THE body behind the only public ecosystem report card for the Gladstone Harbour area has brought in an independent chairman to oversee its environmental monitoring program.
The program monitors the environmental health of the harbour and Port Curtis area ecosystem, creating data to inform a triennial picture of the health of the local environment.
Funded by some of Gladstone's biggest companies, the $750,000 program has come under scrutiny recently due to water-quality issues and a fish disease outbreak.
It is understood a restructure of the program was prompted by growth in the number of program members and a lack of independent oversight of the monitoring program that creates the report.
The Port Curtis Integrated Monitoring Program (PCIMP) has been keeping score of water quality and other environmental indicators in the area since 2001.
The last report card from the program was released in 2007, and painted a healthy picture of the area's marine ecosystem.
Initially overseen by Central Queensland University, the program was privatised by two of its chief researchers in 2008.
Since then, sources say it has had no oversight independent of the company that undertakes the program or the companies and organisations which are members of the program.
The program has about 15 members, which are mostly industrial companies operating, or proposing to operate, in the Gladstone Harbour area.
Members of the program have included the Gladstone Ports Corporation Limited (GPCL), Fitzroy Basin Association, Queensland Gas Company, Gladstone Regional Council and the Gladstone Area Water Board.
During a recent interview, chief executive of GPCL,Leo Zussino, initially denied knowing which company ran the monitoring program, but later correctly identified it as Vision Environment Pty Ltd.
The company was created by two highly reputable scientists, formerly CQU researchers, Dr Leonie Andersen and Dr Felicity Melville.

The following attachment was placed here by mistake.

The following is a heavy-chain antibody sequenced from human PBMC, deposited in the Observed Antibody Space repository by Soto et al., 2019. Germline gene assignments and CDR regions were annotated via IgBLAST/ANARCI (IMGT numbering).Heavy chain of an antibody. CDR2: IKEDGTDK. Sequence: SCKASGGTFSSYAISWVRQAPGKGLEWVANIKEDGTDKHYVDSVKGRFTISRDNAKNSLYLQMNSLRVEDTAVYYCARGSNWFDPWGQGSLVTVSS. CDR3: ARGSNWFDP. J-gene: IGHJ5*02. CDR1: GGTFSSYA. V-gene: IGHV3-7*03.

Drs Andersen and Melville did not return calls for this report.
Vision Environment has worked on the PCIMP program and several other more detailed environmental monitoring programs for companies' industrial projects in Gladstone.
According to the company website, the program costs about $750,000 each year to run, and creates the Port Curtis Ecosystem Report Card triennially.
While other environmental monitoring programs are undertaken in the area, they are primarily used by companies to meet regulatory requirements.
In September this year, program members held a special general meeting to discuss the growth in members due to the boom in LNG projects in the area, and the pressing need to create a formal corporate governance structure for the program to help avoid any possible impression of "potential conflicts of interest".
The organisation appointed CQU's head of campus in Gladstone, Chad Hewitt, as the new independent chair of the PCIMP.
He said the possibility of perceived conflicts of interest in the group was a result of an insufficient corporate governance structure for the growing program.
In a separate issue for the PCIMP program, Mr Hewitt said its latest report card was delayed by nearly five months due to a "members' feedback" process on the findings of the report.
The latest report card was initially scheduled for release in July, but due to the feedback process it was delayed until late October, which was extended again until late November.
Dr Hewitt said: "The desire was to release it earlier, but unfortunately everything has just kind of snowballed, and so the report card will now be released on November 17."
He said the program had recently grown so much that the sponsors wanted to create a formal not-for-profit structure for it.
Dr Hewitt said: "I think we need to clearly articulate that a lot of people have the wrong idea about the role of PCIMP.
"It's about the general long-term monitoring of the entire area, is not state government-funded, and provides the sponsors with enough information to then fund their own more specific, detailed research into water quality or other things in the area.
"The members are quite cognisant of the fact that they do want to provide information back to the public, and they do fund more research and monitoring activity than is required."